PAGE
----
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Registration for the Fall 2019 semester begins June 25.  Watch your email for more details.

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Large Animal Clinics

Course Code: VTEC 2107
Faculty: Science & Technology
Department: Veterinary Technology
Credits: 3.0
Semester: 15
Learning Format: Lecture, Lab
Typically Offered: Fall
course overview

This course covers many aspects of large animal veterinary technology. Topics include handling and restraint, husbandry, comparative anatomy, medical procedures, surgical procedures and preventative medicine of equines, ruminants, porcines and South American camelids. Enrolment is limited to students in the Veterinary Technology Program.

Course Content

The major topics in this course include the following:

1. Large animal handling and restraint

  • normal and abnormal behaviour
  • physical examination and monitoring of vital signs
  • evaluation of overall body condition with regard to disease states

2. Large animal husbandry

  • care of the neonate and neonatal diseases
  • good husbandry practice including housing, nutrition and preventative health programs 
  • practical aspects of hoof care and trimming and grooming techniques

3. Large animal anatomy and physiology

  • review the use of directional, positional and common anatomical terms
  • review of major body systems, major organs, and the general function of each organ inorder to recognize significant clinical signs

4. Large animal anesthesia and surgical assistance

  • provision of adequate analgesia-aneshtesia and humane treatment to ensure patient comfort
  • preparation of the large animals prior to surgery
  • special considerations unique to performing large animal surgery
  • recognition of injection sites, administration of injectables, and venipuncture

5. Large animal preventative medicine

  • aspects of individual and herd health
  • the veterinary technician's role in preventative medicine including blood testing and common laboratory techniques
  • creation of vaccination protocols and administration of vaccines, dewormers and other medications
  • prevention of respiratory syndromes, lameness, colic, peri-parturient diseases and other common conditions

Methods of Instruction

This course includes 2 hours of lecture and 2 hours of lab based instruction per week.  The 2 hours of lab based instruction include off-site instruction at farms and large animal veterinary facilities.


Students are required to rotate through weekend duties at local farms.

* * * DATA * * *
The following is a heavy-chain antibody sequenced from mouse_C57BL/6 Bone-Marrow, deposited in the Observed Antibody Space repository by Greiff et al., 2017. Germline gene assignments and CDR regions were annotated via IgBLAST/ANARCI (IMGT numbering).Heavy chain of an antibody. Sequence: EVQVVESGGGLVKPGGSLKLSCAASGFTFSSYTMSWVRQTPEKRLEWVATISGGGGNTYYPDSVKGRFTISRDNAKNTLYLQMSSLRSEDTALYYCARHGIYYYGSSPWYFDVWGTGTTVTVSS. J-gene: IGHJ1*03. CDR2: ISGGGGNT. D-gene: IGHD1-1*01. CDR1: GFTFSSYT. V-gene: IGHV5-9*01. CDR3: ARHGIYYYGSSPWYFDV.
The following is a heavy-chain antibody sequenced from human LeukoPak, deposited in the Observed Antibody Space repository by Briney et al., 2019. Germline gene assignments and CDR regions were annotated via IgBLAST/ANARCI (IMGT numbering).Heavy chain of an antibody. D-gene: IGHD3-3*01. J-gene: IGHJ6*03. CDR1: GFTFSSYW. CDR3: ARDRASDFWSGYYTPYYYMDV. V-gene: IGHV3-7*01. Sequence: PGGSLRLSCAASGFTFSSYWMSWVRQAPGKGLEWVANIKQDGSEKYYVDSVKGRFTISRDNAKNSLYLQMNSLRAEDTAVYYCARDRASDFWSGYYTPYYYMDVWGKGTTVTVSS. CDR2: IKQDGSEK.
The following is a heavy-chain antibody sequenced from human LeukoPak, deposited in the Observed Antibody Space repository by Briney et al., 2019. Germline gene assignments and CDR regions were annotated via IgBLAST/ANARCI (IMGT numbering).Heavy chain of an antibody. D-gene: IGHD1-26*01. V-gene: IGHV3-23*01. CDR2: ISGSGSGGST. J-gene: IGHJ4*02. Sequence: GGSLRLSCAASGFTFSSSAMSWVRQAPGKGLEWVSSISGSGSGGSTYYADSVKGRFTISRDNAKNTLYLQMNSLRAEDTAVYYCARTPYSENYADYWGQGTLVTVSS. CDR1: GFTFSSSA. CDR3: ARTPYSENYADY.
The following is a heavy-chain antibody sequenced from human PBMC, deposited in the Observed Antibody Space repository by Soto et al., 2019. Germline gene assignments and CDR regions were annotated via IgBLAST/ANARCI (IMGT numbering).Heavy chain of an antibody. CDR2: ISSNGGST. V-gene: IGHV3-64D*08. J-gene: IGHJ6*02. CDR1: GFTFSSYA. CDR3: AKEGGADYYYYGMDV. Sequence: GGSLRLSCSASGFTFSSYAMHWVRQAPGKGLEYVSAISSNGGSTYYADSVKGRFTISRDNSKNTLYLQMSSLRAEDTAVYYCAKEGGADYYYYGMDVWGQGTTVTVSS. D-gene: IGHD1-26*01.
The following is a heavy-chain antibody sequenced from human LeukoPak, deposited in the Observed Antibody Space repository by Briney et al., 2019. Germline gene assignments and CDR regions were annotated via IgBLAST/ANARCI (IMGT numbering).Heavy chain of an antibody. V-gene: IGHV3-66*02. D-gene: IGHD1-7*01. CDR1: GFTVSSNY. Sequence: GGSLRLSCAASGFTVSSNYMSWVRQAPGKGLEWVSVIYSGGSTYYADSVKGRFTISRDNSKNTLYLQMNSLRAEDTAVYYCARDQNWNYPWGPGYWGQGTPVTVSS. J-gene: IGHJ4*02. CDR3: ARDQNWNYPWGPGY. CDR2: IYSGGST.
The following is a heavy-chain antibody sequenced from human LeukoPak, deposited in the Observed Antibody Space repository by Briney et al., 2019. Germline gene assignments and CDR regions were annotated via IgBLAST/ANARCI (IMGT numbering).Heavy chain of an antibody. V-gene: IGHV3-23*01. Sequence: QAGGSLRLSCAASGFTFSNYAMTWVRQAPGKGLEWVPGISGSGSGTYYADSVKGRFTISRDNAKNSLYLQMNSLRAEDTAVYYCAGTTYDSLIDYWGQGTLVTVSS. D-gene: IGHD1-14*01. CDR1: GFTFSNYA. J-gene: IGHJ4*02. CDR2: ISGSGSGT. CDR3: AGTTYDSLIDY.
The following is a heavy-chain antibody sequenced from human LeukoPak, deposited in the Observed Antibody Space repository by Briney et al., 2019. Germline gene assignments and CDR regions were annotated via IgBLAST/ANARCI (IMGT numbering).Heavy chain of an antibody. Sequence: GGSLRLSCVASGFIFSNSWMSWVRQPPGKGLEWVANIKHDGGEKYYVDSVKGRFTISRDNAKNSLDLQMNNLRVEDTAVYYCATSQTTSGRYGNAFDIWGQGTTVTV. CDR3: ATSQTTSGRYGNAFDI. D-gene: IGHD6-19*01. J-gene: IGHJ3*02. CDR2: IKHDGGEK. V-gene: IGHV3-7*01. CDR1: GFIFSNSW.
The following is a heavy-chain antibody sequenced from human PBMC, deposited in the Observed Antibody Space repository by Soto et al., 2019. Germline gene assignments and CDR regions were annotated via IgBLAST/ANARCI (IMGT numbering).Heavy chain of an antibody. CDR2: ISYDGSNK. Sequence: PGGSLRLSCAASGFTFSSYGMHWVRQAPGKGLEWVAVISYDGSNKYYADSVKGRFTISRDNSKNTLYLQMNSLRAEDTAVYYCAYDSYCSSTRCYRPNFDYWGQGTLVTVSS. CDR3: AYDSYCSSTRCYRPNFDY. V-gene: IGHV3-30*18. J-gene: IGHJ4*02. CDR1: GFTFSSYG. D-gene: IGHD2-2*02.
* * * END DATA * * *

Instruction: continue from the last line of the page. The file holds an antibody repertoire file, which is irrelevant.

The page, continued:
Means of Assessment

The instructor will present a written course outline with specific evaluation criteria at the beginning of the semester. A final minimum cumulative grade of “C” or 60% is required (in both lecture and lab components) in order to pass this course. Evaluation will be based on quizzes and assignments, practical evaluations including a final practical examination, at least one midterm and a final written examination.

Learning Outcomes

Upon successful completion of this course, the student will be able to:

  1. Safely handle and restrain equines and ruminants.
  2. Discuss husbandry principles, health maintenance and welfare of equines, ruminants, porcines and SA camelids.
  3. Describe the basic anatomy and physiology of the above species, emphasizing relevant practical aspects.
  4. Discuss wound care as it applies to large animal species.  Perform appropriate bandaging techniques. 
  5. Discuss appropriate analgesia and common anesthetic techniques used in the large animal species. 
  6. Develop programs to promote preventative medicine in both equines and food animals.

course prerequisites

Successful completion of Year 1 of the Veterinary/Animal Health Technology Program

Corequisites

None

curriculum guidelines

Course Guidelines for previous years are viewable by selecting the version desired. If you took this course and do not see a listing for the starting semester/year of the course, consider the previous version as the applicable version.

course schedule and availability
course transferability

Below shows how this course and its credits transfer within the BC transfer system. 

A course is considered university-transferable (UT) if it transfers to at least one of the five research universities in British Columbia: University of British Columbia; University of British Columbia-Okanagan; Simon Fraser University; University of Victoria; and the University of Northern British Columbia.

For more information on transfer visit the BC Transfer Guide and BCCAT websites.

assessments

If your course prerequisites indicate that you need an assessment, please see our Assessment page for more information.